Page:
4 Things You Can Do To Speed Up Your Website

The amount of time your website takes to load is important to your business – because even a wait of a few seconds on your mobile site can mean a loss of customers.

Most sites will lose half their visitors while loading, according to Google. “And 46 percent of people say that the most frustrating thing about browsing on their phone is waiting for slow pages to load,” says one Google blog.

Consider this information and helpful tips to help improve the loading speed of your websites.

Do Some Testing

You can start by measuring your loading time to see where your business stands. Find a tool that will test and give you insights into the speed of your site.

“For each additional second it takes a mobile page to load, conversions can drop by up to 20 percent,” says a Google blog about testing load times.

There are several tools out there to test your download speed and some offer analysis and advice for improvement.

Google’s Test Your Site gives you a report that also compares your speed to the prior month and the impact your load has on your revenues. WhichLoadsFaster will show you how your speed compares to competitors. 

Other popular speed-testing tools include GTMetrix, Pingdom, UpTrend, and Google PageSpeed Insights, which will analyze how fast a website loads for both desktop and mobile visitors.

Understand The Impact

If you’re running a retail site, your load speed is even more important. Nearly 70 percent of consumers say page speed impacts their willingness to buy from an online retailer, says a survey by Unbounce, a Canada-based landing page platform company.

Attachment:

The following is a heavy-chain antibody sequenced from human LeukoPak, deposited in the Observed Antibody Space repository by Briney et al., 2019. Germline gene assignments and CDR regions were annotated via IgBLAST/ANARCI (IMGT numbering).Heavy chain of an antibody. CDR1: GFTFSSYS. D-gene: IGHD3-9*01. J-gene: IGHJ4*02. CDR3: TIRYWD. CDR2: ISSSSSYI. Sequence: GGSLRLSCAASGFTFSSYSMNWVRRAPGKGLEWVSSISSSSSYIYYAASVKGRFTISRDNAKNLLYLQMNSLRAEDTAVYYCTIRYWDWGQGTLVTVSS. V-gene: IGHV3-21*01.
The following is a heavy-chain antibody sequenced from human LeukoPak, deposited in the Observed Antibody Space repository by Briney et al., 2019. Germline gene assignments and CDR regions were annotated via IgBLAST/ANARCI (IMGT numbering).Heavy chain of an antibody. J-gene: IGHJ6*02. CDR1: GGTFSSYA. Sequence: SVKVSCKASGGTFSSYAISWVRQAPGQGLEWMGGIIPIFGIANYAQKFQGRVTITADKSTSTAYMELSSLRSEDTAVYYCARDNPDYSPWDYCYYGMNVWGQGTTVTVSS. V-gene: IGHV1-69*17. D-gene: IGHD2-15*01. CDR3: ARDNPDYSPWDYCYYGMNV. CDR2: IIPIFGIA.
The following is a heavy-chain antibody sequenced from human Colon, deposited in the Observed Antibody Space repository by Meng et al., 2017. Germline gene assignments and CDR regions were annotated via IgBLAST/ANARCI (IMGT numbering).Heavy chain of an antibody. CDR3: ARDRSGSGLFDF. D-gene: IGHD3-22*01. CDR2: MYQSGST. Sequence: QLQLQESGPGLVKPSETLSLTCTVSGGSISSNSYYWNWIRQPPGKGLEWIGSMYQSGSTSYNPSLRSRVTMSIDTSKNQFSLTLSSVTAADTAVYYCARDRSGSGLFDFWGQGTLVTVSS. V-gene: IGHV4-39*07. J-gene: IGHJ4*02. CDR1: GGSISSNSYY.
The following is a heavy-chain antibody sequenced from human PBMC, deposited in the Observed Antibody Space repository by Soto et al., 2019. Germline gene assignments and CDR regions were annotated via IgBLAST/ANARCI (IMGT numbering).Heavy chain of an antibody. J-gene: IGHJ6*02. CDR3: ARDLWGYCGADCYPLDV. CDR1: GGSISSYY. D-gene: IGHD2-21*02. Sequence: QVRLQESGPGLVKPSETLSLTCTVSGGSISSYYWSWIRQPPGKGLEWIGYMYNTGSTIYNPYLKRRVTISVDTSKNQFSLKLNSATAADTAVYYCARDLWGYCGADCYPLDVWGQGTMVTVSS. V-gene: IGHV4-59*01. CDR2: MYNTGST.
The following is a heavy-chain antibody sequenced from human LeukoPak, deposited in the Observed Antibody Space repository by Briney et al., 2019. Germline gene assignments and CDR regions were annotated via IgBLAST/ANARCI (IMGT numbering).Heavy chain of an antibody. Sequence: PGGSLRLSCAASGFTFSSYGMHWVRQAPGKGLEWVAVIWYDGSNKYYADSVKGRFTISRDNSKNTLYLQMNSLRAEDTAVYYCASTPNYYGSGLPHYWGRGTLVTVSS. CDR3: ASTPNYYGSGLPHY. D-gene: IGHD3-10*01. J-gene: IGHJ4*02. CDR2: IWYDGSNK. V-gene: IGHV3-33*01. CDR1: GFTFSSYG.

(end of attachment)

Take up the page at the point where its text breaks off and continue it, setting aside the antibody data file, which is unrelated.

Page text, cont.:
Unbounce said almost three-quarters of the shoppers it surveyed say they’ll wait 4 or more seconds before abandoning a page.

But the real number could be less – because a Google survey showed 53 percent of mobile site visitors leave a page if it takes more than 3 seconds to load.

The Unbounce report said almost half of consumers say they’ll try to refresh a page at least once when it takes 3 seconds to load.

“But 22 percent say they’ll close the tab, and 14 percent say they’ll visit a competitor’s site,” the company says in its 2019 Page Speed Report

Assess Use of Video, Animation

Even though videos, high-resolution images and other multimedia content can make your website more appealing to consumers, they may be contributing to your slower load times.

“You need to understand the entire user experience and the impact videos and animations can have on the speed of a web page,” says Ryan Engley, vice president of product marketing at Unbounce, in a Small Business Trends blog. 

“There’s a cost to everything and in the case of including video in our marketing, sometimes the cost is speed,” says Engley.

Almost half of the Unbounce survey participants said they would be willing to give up animation and video for faster load times. And, a quarter of those surveyed said they would give up images for faster load times.

The report says 57 percent of consumers said they’d do without video if it meant faster pages.

“We’re not suggesting that online retailers avoid video altogether — there’s plenty of evidence supporting its use — but in some cases, it could be doing more harm than good,” says Engley in the Small Business Trends post.

One thing you can do is use CSS to load images – load them as background images and use media queries to hide them conditionally. Amazon reportedly uses a variation of this technique, to conditionally load device-specific images.

Limit Redirects

Minimizing the number of website redirects can also boost your mobile page speed. Redirects are basically the instructions that automatically take website visitors from one page to another – it can eat up valuable milliseconds.

One thing a business can do toward fixing the issue is to survey – use one of the many available tools out there that can check the number of redirections on your site. Then work to minimize that number – ideally, you’ll want none.

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